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Weekly Wisdom 8-10-2016

The Tragedy of ALS

About 25 years ago, my sister in-law, Charleen Thrift Layman, died from amyotrophic lateral sclerosis (ALS), also known as Lou Gehrig’s Disease.  According to the National Institute of Neurological Disorders and Stroke, ALS “…is a rapidly progressive, invariable fatal neurological disease that attacks the nerve cells responsible for controlling voluntary muscles (muscle action we are able to control, such as those in the arms, legs, and face).” It goes on to explain, “ALS does not affect a person’s ability to see, small, taste, hear, or recognize touch. Patients usually maintain control of eye muscles…”  So, technology allows them to communicate using eye movements and a speech-generating device.  Charleen was a flower-child from San Francisco; competent emergency room nurse at Overlake Hospital; loving mother of three (the youngest was only five when she died); loved to wear fancy clothes and drink good red wine.

Famous people with ALS include:

Quote: "Better to lose count while naming your blessings that to lose your blessings to counting your troubles." Maltbie D. BabcockLou Gehrig: American Baseball player who, during his career, his 23 grand slam home runs which still stands today. He was confirmed to have ALS on his 36th birthday.

Professor Stephen Hawking: Along with Roger Penrose, he has shown that Einstein’s General Theory of Relativity implied space and time would have a beginning in the “Big Bang” and end in black holes.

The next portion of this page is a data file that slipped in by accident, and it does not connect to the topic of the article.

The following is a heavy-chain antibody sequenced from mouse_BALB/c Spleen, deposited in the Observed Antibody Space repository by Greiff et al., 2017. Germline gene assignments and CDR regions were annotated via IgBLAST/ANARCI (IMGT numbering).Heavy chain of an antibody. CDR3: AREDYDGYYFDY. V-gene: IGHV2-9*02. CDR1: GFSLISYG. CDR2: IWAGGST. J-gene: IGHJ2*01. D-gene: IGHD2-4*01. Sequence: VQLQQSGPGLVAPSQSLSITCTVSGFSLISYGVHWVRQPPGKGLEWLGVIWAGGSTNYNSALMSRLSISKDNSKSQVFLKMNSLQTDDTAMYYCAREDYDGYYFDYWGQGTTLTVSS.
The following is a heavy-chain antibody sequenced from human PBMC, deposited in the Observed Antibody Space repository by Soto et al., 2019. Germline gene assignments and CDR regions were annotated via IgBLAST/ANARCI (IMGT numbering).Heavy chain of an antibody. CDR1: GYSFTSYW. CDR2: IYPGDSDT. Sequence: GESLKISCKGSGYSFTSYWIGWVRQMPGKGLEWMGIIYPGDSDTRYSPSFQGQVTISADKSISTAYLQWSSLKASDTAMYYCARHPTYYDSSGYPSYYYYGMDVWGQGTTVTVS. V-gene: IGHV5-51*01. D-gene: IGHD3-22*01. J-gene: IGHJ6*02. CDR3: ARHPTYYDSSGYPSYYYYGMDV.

Jason Becker: Guitar player who toured with David Lee Roth’s band in the 1980s. He still remains mentally sharp and composes with a computer.

Steve Gleason:  Former professional football who
played at Washington State University. He is best known for blocking a punt in a 2006 game while playing for the New Orleans Saints. This occurred right after Hurricane Katrina and became a symbol of hope for the city.

Steve Gleason is actually who got me thinking about ALS this weekend. There’s a new documentary, Gleason, about his life. He was diagnosed with ALS in 2011; today he is only 39 years old. Weeks after her diagnosis, his wife, Michel Varisco, found out she was pregnant. From The Seattle Times: Knowing that time was of the essence, Gleason started making video journals –love letters, really – for their unborn child. He recorded himself reading children’s books, talking about religion, love and even how to build a campfire. When his disease progressed, the couple hired cameramen…to pick up the slack.  The two lived with the family for five years.

In that time, they collected 1,300 hours of film that was structured and edited…The film captures doctor’s appointments; the growth of the couple’s son, River; Gleason’s tracheotomy and stem-cell surgeries; meetings of the couple’s foundation, Team Gleason; and one difficult scene when Gleason’s fundamentalist father, Michael, brings him to a healer.

Just imagine. I have to admit, I don’t know if I could do it. But what else could you do? It gives me pause to think about how lucky I’ve been in my life. Thanks to Steve Gleason I’ll count my blessings more often and use my voice for good. At least for a while.

- Staci Sleigh-Layman
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